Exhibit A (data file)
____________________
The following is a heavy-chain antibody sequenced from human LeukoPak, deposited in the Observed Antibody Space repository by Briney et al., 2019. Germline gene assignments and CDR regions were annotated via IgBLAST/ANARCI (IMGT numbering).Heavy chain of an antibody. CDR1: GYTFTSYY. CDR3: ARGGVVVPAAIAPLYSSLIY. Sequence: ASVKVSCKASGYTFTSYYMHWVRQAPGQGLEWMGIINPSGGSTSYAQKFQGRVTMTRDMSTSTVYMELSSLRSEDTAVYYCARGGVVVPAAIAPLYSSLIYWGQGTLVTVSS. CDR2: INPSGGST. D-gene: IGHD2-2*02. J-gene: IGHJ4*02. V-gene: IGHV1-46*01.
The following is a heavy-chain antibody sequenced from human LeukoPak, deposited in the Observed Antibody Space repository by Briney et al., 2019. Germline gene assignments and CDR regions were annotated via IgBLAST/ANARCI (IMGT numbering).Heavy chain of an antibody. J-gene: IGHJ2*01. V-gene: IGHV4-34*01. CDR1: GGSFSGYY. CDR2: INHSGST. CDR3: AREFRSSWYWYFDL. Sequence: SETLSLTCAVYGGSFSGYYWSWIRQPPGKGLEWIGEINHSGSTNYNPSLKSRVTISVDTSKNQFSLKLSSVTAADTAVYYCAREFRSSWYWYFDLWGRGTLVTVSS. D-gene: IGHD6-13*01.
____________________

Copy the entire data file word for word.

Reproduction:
The following is a heavy-chain antibody sequenced from human LeukoPak, deposited in the Observed Antibody Space repository by Briney et al., 2019. Germline gene assignments and CDR regions were annotated via IgBLAST/ANARCI (IMGT numbering).Heavy chain of an antibody. CDR1: GYTFTSYY. CDR3: ARGGVVVPAAIAPLYSSLIY. Sequence: ASVKVSCKASGYTFTSYYMHWVRQAPGQGLEWMGIINPSGGSTSYAQKFQGRVTMTRDMSTSTVYMELSSLRSEDTAVYYCARGGVVVPAAIAPLYSSLIYWGQGTLVTVSS. CDR2: INPSGGST. D-gene: IGHD2-2*02. J-gene: IGHJ4*02. V-gene: IGHV1-46*01.
The following is a heavy-chain antibody sequenced from human LeukoPak, deposited in the Observed Antibody Space repository by Briney et al., 2019. Germline gene assignments and CDR regions were annotated via IgBLAST/ANARCI (IMGT numbering).Heavy chain of an antibody. J-gene: IGHJ2*01. V-gene: IGHV4-34*01. CDR1: GGSFSGYY. CDR2: INHSGST. CDR3: AREFRSSWYWYFDL. Sequence: SETLSLTCAVYGGSFSGYYWSWIRQPPGKGLEWIGEINHSGSTNYNPSLKSRVTISVDTSKNQFSLKLSSVTAADTAVYYCAREFRSSWYWYFDLWGRGTLVTVSS. D-gene: IGHD6-13*01.